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Published: Wednesday, June 12, 1985
Page: P6A

P7A E. Morgan Massey, president of A.T. Massey Coal Co., was interviewed Tuesday by Gazette Publisher W.E. Chilton III and Editor Don Marsh concerning the United Mine Workers' strike at Massey's mines.

CHILTON: In the interview that appeared in the Sunday Gazette-Mail recently, at one point you said that you will not sit down with them as long as there is violence. Shortly thereafter in the interview, you said that "we're prepared to negotiate with them at any stage." MASSEY: Well, we have been prepared to negotiate and have negotiated with them ever since the beginning. The reports have been really incorrect. We have never refused to negotiate with the union - even the first day of the strike. We have tried to get a contract, tried to get the negotiation going.

CHILTON: If that's true why not sit down now?

MASSEY: The issue of walking away from the bargaining table was to stop the violence. In other words, Mr. Trumka can turn the violence on; he can cut it off at will and he uses that as a bargaining tool.

CHILTON: Irrespective of that, on the one hand you're telling me, OK we'll bargain. On the other hand you're saying you won't bargain. You want it both ways and it doesn't seem to me that you can have it both ways. Either you sit at the table and bargain or / you're away from the table not bargaining. At the current time you're not bargaining and my question is, will you go back to the table and bargain?

MASSEY: We will go back the the table and bargain when the violence stops.

MARSH: Mr. Massey, how can you say that Trumka can start and stop the violence. You're accusing him of conspiracy to murder and being an accomplice to murder. How can you possibly say that Trumka is, as you said in the same interview that Ned mentioned, putting ski masks on people, arming them and sending them out to shoot people?

MASSEY: When Mr. Trumka had his press conference right here in Charleston he called on an escalation of the violence and sure enough, the next day, the violence started.

MARSH: He called on an escalation of demonstrations. That's been five months ago or six months ago. The actual kind of violence that you're talking about really started after Judge Maynard, at your request, fined the union and after he removed peaceful demonstrations that were mainly going on.

MASSEY: Well, the peaceful demonstrations were mostly a show for a period of one or two weeks there for the benefit of the press that was down there. Since then all of the other activities have been violent demonstrations with - pardon me for referring to notes but I can't remember all of it. But over the period of time, just at this one Rawl mine that we're talking about, there have been 370 coal truck and personal automobile windshields destroyed.

Another 82 other windows have been broken out of vehicles. Thirty-one coal trucks have been shot up; nine company vehicles have been destroyed by gunshot. Three company buildings, 15 homes have been shot into Fifteen personal injuries of a so-called minor nature and then another 20 personal injuries requiring extensive medical treatment and hospitalization over a period of time.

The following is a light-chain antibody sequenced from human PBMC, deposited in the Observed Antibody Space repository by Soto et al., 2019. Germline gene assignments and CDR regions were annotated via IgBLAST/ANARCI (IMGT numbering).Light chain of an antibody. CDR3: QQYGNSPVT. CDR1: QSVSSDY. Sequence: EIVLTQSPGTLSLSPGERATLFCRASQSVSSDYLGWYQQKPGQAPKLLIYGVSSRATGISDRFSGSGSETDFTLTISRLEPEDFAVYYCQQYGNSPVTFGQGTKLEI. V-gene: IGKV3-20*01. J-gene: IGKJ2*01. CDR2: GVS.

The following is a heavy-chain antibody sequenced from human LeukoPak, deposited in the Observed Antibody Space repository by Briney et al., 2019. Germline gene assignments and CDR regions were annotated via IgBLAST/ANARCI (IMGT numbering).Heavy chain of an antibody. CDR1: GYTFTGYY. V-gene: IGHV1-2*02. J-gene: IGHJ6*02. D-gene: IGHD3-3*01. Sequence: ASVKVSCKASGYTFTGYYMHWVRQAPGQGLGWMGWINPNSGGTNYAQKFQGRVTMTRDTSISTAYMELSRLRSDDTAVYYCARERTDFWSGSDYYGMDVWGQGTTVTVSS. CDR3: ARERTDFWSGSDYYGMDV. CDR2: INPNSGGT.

MARSH: Well, nobody has denied there's been violence in Mingo County, nobody has denied there's been violence on both sides.

The UMW has been attacked. But what I'm asking you, are you saying that Rich Trumka either has himself or has directed people to go down there and shoot up the coal trucks, shoot through the houses, shoot the truck drivers? Is that what you're saying - that Trumka himself is ordering that done or his agents are ordering that done?

MASSEY: These activities occur when his generals are in the field directing it. We've got hours of videotape showing the union, national headquarters, international headquarters, organizers involved with and directing these acts of violence that I've enumerated.

MARSH:I've seen pictures of those guards down there carrying what appears to be automatic weapons. We have a picture of the armored personnel carrier on your property. Are those the peaceful kind of things that Massey has _ MASSEY: I've heard a lot about these guards with automatic weapons. First of all an automatic weapon is against the law in the state of West Virginia.

MARSH: Guards carrying weapons is against the law I believe.

MASSEY: I would like to see a picture of one of our guards carrying a weapon at all now. Initially, they did carry a night stick.

These are trained security people who have had extensive training in riot control and peaceful control.

MARSH: Now, three of those guys got their General Equivalency Diplomas while at Moundsville. Ken Hechler found that out. So how can you say they're trained experts? Those guys went through vocational education while in the penitentiary.

MASSEY: We do not control who they employ. We have no control over who the security company employs and we don't have any knowledge of that.